Vessels sailing under the Cuba country flag are required to have on board this flag as part of flag state requirements that derive from maritime regulations in the International Code of Signals and the International Safety Management (ISM) Code. These codes are published by the International Maritime Organization (IMO) as an ongoing effort to reinforce maritime safety procedures and communications to the international maritime community. Fleet management companies and ship owners are responsible to ensure that each vessel in their respective fleets have the appropriate flag signage onboard to be in compliance. This flag is used to identify the flag state a vessel is sailing under and to communicate with other vessels under the provisions of the International Code of Signals.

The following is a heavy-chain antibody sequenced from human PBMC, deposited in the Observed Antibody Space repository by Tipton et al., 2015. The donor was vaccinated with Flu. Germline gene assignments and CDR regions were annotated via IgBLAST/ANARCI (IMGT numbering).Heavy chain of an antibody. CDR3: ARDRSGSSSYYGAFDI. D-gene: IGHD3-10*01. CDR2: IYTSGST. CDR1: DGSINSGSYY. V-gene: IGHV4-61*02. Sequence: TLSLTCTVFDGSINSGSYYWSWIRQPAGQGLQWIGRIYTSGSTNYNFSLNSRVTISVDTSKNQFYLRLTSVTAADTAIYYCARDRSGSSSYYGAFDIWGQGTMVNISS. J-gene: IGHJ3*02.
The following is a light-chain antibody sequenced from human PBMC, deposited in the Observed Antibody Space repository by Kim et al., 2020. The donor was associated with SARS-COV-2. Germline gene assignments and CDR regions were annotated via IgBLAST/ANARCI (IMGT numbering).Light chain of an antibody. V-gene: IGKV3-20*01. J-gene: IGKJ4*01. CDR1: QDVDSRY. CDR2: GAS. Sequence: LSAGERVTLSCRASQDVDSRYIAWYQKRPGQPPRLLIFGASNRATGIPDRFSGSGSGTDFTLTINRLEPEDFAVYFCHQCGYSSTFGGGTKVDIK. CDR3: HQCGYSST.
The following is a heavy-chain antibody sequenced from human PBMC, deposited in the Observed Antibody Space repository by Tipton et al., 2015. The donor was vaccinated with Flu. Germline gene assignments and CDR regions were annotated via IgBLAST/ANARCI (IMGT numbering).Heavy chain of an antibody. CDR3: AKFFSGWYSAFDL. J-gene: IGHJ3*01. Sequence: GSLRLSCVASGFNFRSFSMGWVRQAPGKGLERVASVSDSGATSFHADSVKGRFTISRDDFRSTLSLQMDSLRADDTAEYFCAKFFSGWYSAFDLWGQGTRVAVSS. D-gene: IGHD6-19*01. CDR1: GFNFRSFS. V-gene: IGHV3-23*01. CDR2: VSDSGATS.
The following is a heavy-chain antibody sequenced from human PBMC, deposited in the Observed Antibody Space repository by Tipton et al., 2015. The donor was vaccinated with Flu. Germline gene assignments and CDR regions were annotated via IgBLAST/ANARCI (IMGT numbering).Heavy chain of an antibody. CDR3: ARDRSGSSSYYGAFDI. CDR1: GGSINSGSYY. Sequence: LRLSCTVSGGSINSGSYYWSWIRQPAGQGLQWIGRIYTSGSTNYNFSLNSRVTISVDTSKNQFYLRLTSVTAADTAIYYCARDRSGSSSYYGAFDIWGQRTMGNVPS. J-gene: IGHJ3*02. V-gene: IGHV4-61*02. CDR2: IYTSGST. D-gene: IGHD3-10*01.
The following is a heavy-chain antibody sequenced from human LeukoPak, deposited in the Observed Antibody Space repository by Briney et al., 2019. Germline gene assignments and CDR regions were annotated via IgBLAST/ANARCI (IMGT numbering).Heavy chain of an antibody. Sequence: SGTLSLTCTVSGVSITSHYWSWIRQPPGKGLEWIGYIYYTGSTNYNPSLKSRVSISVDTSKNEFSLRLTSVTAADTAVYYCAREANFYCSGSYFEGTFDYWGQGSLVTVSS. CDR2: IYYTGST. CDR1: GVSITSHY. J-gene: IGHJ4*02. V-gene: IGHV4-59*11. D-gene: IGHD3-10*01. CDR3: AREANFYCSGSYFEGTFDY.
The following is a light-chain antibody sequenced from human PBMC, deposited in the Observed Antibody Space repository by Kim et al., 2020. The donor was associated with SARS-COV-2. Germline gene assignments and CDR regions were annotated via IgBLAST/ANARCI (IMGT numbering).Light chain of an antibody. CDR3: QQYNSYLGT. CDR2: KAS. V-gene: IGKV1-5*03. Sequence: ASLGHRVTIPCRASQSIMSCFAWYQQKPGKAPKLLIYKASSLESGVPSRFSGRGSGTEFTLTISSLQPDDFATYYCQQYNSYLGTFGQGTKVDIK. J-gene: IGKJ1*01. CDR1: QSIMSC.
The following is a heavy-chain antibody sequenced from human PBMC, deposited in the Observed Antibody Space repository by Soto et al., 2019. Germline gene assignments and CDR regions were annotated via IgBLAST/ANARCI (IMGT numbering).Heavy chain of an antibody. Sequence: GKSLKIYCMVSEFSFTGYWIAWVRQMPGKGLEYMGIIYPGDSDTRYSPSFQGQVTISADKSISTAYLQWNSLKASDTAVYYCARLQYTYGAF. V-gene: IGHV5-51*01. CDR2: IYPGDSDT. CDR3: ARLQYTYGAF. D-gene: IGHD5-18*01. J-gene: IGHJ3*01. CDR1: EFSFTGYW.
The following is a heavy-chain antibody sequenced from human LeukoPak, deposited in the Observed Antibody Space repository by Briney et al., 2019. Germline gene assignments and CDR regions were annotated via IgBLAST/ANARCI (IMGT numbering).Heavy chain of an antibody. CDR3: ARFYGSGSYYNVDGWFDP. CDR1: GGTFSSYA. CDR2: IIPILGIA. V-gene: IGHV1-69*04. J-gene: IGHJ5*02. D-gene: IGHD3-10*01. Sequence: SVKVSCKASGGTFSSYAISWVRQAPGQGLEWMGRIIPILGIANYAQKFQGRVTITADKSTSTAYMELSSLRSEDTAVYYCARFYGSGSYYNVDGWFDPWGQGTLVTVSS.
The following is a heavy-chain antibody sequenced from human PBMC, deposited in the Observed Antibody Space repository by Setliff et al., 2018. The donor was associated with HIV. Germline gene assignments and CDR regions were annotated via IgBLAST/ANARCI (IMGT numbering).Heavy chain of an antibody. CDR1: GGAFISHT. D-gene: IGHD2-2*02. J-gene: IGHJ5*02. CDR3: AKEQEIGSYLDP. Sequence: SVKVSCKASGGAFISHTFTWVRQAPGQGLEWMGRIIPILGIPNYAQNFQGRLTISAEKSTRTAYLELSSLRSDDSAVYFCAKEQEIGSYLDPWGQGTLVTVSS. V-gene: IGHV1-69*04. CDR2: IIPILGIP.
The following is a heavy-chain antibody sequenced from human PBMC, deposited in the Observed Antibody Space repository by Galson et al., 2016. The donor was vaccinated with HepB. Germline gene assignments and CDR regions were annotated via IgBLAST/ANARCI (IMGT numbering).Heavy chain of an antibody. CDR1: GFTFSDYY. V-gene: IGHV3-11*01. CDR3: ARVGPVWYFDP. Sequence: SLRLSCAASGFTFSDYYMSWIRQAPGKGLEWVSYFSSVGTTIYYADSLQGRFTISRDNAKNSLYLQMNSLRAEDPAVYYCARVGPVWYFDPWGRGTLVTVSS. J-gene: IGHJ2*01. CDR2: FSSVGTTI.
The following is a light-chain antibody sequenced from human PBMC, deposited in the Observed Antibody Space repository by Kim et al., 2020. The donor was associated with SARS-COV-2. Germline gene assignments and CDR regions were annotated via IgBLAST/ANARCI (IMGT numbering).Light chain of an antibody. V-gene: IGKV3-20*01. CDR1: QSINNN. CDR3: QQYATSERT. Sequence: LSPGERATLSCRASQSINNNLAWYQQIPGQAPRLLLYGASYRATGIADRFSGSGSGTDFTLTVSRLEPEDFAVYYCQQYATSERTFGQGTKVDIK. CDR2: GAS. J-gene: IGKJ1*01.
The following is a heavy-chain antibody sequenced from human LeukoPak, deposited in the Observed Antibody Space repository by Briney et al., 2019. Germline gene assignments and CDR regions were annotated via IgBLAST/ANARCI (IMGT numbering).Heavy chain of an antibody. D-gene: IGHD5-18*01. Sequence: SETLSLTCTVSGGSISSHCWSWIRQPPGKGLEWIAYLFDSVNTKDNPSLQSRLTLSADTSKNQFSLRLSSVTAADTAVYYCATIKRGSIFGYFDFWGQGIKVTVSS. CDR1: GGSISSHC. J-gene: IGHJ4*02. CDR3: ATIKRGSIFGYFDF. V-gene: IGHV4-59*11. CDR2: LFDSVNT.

The flag of Cuba is made up of five alternating horizontal stripes of blue and white. The left side of the flag, which is referred to as the hoist, is composed of a red equilateral triangle with a white five-pointed star. The triangle points toward the center of the Cuban flag. The three blue stripes on the flag(top, center, and bottom) represent Spanish-dominated colonial Cuba's three military districts( central, occidental, and oriental). The two white stripes represent the purity of the patriot cause. According to ancient tradition, white represents peace and honesty. The red equilateral triangle on the Cuban flag symbolizes strength and constancy, as well as equality, fraternity, and freedom. The color red stands for the blood shed in the long fight for independence. An equilateral triangle is one with three equal sides. This particular type of triangle was chosen to symbolize equality, which is very important to the Cuban people. In Cuba, the flag's single white star is called "La Estrella Solitaria," which means "The Lone Star." The star represents the total independence of the Cuban people.